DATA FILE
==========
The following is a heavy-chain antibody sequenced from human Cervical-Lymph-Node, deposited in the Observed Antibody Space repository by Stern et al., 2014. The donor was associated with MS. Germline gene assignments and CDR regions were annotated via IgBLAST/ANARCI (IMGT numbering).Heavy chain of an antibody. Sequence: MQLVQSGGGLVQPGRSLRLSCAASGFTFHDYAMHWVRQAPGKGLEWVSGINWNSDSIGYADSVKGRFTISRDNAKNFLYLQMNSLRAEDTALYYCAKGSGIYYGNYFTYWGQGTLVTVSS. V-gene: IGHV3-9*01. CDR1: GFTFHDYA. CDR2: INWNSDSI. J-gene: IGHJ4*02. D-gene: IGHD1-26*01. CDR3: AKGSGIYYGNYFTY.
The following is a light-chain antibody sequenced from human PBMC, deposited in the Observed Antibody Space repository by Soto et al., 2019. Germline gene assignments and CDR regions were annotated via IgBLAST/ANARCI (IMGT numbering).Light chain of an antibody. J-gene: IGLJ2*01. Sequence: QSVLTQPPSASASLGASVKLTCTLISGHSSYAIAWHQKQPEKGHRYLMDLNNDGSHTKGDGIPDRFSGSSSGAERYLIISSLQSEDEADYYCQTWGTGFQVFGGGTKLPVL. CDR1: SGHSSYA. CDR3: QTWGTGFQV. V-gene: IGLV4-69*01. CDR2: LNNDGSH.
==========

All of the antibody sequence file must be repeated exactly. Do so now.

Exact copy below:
The following is a heavy-chain antibody sequenced from human Cervical-Lymph-Node, deposited in the Observed Antibody Space repository by Stern et al., 2014. The donor was associated with MS. Germline gene assignments and CDR regions were annotated via IgBLAST/ANARCI (IMGT numbering).Heavy chain of an antibody. Sequence: MQLVQSGGGLVQPGRSLRLSCAASGFTFHDYAMHWVRQAPGKGLEWVSGINWNSDSIGYADSVKGRFTISRDNAKNFLYLQMNSLRAEDTALYYCAKGSGIYYGNYFTYWGQGTLVTVSS. V-gene: IGHV3-9*01. CDR1: GFTFHDYA. CDR2: INWNSDSI. J-gene: IGHJ4*02. D-gene: IGHD1-26*01. CDR3: AKGSGIYYGNYFTY.
The following is a light-chain antibody sequenced from human PBMC, deposited in the Observed Antibody Space repository by Soto et al., 2019. Germline gene assignments and CDR regions were annotated via IgBLAST/ANARCI (IMGT numbering).Light chain of an antibody. J-gene: IGLJ2*01. Sequence: QSVLTQPPSASASLGASVKLTCTLISGHSSYAIAWHQKQPEKGHRYLMDLNNDGSHTKGDGIPDRFSGSSSGAERYLIISSLQSEDEADYYCQTWGTGFQVFGGGTKLPVL. CDR1: SGHSSYA. CDR3: QTWGTGFQV. V-gene: IGLV4-69*01. CDR2: LNNDGSH.